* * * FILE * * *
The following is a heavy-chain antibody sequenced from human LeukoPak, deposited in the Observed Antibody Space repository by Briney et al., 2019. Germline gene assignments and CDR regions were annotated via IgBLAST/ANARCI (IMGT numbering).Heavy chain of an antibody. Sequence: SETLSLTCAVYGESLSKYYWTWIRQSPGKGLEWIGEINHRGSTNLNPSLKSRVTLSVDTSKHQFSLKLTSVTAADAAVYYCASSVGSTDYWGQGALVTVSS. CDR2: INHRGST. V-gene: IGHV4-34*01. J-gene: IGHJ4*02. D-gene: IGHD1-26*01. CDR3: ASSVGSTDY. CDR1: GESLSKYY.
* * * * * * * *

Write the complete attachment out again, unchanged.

The following is a heavy-chain antibody sequenced from human LeukoPak, deposited in the Observed Antibody Space repository by Briney et al., 2019. Germline gene assignments and CDR regions were annotated via IgBLAST/ANARCI (IMGT numbering).Heavy chain of an antibody. Sequence: SETLSLTCAVYGESLSKYYWTWIRQSPGKGLEWIGEINHRGSTNLNPSLKSRVTLSVDTSKHQFSLKLTSVTAADAAVYYCASSVGSTDYWGQGALVTVSS. CDR2: INHRGST. V-gene: IGHV4-34*01. J-gene: IGHJ4*02. D-gene: IGHD1-26*01. CDR3: ASSVGSTDY. CDR1: GESLSKYY.